What Apple Removed from Mac OS X Server 10.7
With Mac OS X Server 10.7, Apple made a decision to simplify administration and setup. Although it added some new features, Apple removed some features as well as some configuration options. Some of the old features look like they’re missing, but you can still access them via the command line if you know how to edit Unix configuration files.
You also don’t want to spend a lot of time looking for something that isn’t there. This describes where you can find services, as well as the main things you’ll no longer see in Lion Server.
Services moved from Server Admin to the Server app
Settings for AFP and SMB (now combined as file service) and web service are now only available in the Server app. Address Book, iCal, iChat, VPN, web, and wiki services are also now entirely in the Server app, and not in Server Admin.
The drawback is that the Server app is simpler, providing far fewer configuration options than Server Admin, which means you can’t do as much with them as you could in Snow Leopard Server.
Services removed from Server Admin but not in the Server app
The missing service people complain about most is print server and management. The underlying CUPS printing engine is still there, but it’s no longer in the server tools. Apple provides two ways to set up printer sharing:
System Preferences: Here, you use the Print and Fax pane, as you would share a printer connected to a user’s Mac. You’d have to use screen sharing to do this from another Mac.
The CUPS web interface: Type http://localhost:631/ in a web browser, and you come up with the configuration page. This page gives you some configuration options not available in System Preferences.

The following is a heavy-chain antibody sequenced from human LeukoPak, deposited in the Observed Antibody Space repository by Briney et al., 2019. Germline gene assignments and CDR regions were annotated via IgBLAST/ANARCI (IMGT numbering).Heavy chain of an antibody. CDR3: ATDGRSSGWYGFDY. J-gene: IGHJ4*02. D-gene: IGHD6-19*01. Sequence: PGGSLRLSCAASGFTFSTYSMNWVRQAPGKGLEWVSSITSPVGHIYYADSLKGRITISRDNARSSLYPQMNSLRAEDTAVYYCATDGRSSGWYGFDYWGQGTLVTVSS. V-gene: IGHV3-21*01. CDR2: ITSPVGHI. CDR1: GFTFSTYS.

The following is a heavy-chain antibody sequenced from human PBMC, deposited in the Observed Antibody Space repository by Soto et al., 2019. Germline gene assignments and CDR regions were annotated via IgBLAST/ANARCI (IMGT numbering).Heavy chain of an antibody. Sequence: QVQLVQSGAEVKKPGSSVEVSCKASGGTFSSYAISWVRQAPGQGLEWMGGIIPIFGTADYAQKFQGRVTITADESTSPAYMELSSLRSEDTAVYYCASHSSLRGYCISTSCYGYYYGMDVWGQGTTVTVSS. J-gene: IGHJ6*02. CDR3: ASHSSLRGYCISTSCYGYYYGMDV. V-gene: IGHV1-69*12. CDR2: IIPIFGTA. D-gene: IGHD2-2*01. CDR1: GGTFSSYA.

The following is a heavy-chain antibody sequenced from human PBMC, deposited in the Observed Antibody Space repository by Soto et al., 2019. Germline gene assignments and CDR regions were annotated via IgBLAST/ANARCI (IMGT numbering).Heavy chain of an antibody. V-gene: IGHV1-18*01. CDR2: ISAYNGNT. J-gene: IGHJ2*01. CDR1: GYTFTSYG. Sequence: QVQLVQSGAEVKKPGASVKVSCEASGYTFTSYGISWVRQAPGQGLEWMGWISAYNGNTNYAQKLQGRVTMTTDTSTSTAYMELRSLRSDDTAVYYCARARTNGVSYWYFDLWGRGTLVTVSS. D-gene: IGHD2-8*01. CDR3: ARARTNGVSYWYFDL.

Neither method is completely satisfactory. For example, you no longer have any way to set quotas for printers or users. And neither method ties in with a directory. Nor are these features available from the command line — they’ve been eliminated. The removal of as basic a service as print is a bit baffling. Apple has never provided a reasonable explanation as to why it removed the feature from Lion Server.
FTP file sharing is now only available by typing Unix commands. The same is true for NFS file sharing, which used to be an alternative to AFP and SMB. NFS is still in Lion Server because it’s used by NetBoot. You can still configure FTP and NFS in Terminal if you know how. But for most users, FTP and NFS file sharing is no longer an option.
More significant is the complete removal of the ability to set Mac OS X Server to act as a Primary Domain Controller for Windows climates. This feature isn’t available from the command line or anywhere else. What this means is that Lion Server simply doesn’t support Windows clients as well as Mac OS X Server 10.5 and 10.6. QuickTime Streaming server has also been eliminated from Lion Server.
Still, you still can do plenty with Lion Server such as Profile Manager for iOS devices.